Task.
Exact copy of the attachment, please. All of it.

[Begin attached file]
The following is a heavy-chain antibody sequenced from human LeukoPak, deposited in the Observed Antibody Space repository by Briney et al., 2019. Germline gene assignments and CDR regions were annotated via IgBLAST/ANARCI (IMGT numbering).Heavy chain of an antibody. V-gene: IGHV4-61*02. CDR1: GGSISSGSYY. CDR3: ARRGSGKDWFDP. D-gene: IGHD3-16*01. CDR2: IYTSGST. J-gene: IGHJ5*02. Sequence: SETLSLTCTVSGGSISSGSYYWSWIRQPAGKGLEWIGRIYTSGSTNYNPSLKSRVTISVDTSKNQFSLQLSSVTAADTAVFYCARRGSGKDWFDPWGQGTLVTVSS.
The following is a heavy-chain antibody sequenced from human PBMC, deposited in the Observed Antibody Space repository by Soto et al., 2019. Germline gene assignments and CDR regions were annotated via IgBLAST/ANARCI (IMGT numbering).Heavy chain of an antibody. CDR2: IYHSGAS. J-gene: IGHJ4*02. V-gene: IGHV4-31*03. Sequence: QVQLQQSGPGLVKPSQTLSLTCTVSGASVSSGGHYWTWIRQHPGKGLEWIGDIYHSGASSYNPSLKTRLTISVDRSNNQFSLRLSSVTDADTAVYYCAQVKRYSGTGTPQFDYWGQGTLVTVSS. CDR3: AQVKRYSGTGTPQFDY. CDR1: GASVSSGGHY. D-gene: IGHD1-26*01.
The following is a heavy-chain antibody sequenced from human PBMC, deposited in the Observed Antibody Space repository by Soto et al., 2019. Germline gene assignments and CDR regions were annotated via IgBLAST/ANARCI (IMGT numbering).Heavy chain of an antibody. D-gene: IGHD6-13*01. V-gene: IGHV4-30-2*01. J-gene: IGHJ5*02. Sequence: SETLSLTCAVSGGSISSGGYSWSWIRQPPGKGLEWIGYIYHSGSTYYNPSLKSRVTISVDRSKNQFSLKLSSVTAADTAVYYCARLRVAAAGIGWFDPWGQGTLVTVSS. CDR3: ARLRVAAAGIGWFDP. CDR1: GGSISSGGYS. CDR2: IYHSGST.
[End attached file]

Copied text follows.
The following is a heavy-chain antibody sequenced from human LeukoPak, deposited in the Observed Antibody Space repository by Briney et al., 2019. Germline gene assignments and CDR regions were annotated via IgBLAST/ANARCI (IMGT numbering).Heavy chain of an antibody. V-gene: IGHV4-61*02. CDR1: GGSISSGSYY. CDR3: ARRGSGKDWFDP. D-gene: IGHD3-16*01. CDR2: IYTSGST. J-gene: IGHJ5*02. Sequence: SETLSLTCTVSGGSISSGSYYWSWIRQPAGKGLEWIGRIYTSGSTNYNPSLKSRVTISVDTSKNQFSLQLSSVTAADTAVFYCARRGSGKDWFDPWGQGTLVTVSS.
The following is a heavy-chain antibody sequenced from human PBMC, deposited in the Observed Antibody Space repository by Soto et al., 2019. Germline gene assignments and CDR regions were annotated via IgBLAST/ANARCI (IMGT numbering).Heavy chain of an antibody. CDR2: IYHSGAS. J-gene: IGHJ4*02. V-gene: IGHV4-31*03. Sequence: QVQLQQSGPGLVKPSQTLSLTCTVSGASVSSGGHYWTWIRQHPGKGLEWIGDIYHSGASSYNPSLKTRLTISVDRSNNQFSLRLSSVTDADTAVYYCAQVKRYSGTGTPQFDYWGQGTLVTVSS. CDR3: AQVKRYSGTGTPQFDY. CDR1: GASVSSGGHY. D-gene: IGHD1-26*01.
The following is a heavy-chain antibody sequenced from human PBMC, deposited in the Observed Antibody Space repository by Soto et al., 2019. Germline gene assignments and CDR regions were annotated via IgBLAST/ANARCI (IMGT numbering).Heavy chain of an antibody. D-gene: IGHD6-13*01. V-gene: IGHV4-30-2*01. J-gene: IGHJ5*02. Sequence: SETLSLTCAVSGGSISSGGYSWSWIRQPPGKGLEWIGYIYHSGSTYYNPSLKSRVTISVDRSKNQFSLKLSSVTAADTAVYYCARLRVAAAGIGWFDPWGQGTLVTVSS. CDR3: ARLRVAAAGIGWFDP. CDR1: GGSISSGGYS. CDR2: IYHSGST.